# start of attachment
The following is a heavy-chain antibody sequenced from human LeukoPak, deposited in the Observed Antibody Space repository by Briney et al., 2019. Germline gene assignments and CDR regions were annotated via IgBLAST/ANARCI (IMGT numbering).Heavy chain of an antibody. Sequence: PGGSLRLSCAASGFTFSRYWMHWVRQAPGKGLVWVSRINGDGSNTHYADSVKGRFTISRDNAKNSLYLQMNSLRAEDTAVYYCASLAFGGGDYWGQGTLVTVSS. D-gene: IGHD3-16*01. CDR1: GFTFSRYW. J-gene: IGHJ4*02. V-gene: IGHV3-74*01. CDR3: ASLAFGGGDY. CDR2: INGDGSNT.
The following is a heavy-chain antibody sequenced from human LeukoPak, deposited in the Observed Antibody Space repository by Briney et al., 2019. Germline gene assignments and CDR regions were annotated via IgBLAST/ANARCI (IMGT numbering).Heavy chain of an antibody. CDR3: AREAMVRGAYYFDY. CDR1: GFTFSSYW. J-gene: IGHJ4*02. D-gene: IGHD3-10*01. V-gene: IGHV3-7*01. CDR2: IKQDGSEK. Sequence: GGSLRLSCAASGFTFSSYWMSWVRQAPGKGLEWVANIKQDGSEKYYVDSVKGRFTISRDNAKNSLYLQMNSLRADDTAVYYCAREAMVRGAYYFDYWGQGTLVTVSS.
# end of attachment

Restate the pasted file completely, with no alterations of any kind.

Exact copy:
The following is a heavy-chain antibody sequenced from human LeukoPak, deposited in the Observed Antibody Space repository by Briney et al., 2019. Germline gene assignments and CDR regions were annotated via IgBLAST/ANARCI (IMGT numbering).Heavy chain of an antibody. Sequence: PGGSLRLSCAASGFTFSRYWMHWVRQAPGKGLVWVSRINGDGSNTHYADSVKGRFTISRDNAKNSLYLQMNSLRAEDTAVYYCASLAFGGGDYWGQGTLVTVSS. D-gene: IGHD3-16*01. CDR1: GFTFSRYW. J-gene: IGHJ4*02. V-gene: IGHV3-74*01. CDR3: ASLAFGGGDY. CDR2: INGDGSNT.
The following is a heavy-chain antibody sequenced from human LeukoPak, deposited in the Observed Antibody Space repository by Briney et al., 2019. Germline gene assignments and CDR regions were annotated via IgBLAST/ANARCI (IMGT numbering).Heavy chain of an antibody. CDR3: AREAMVRGAYYFDY. CDR1: GFTFSSYW. J-gene: IGHJ4*02. D-gene: IGHD3-10*01. V-gene: IGHV3-7*01. CDR2: IKQDGSEK. Sequence: GGSLRLSCAASGFTFSSYWMSWVRQAPGKGLEWVANIKQDGSEKYYVDSVKGRFTISRDNAKNSLYLQMNSLRADDTAVYYCAREAMVRGAYYFDYWGQGTLVTVSS.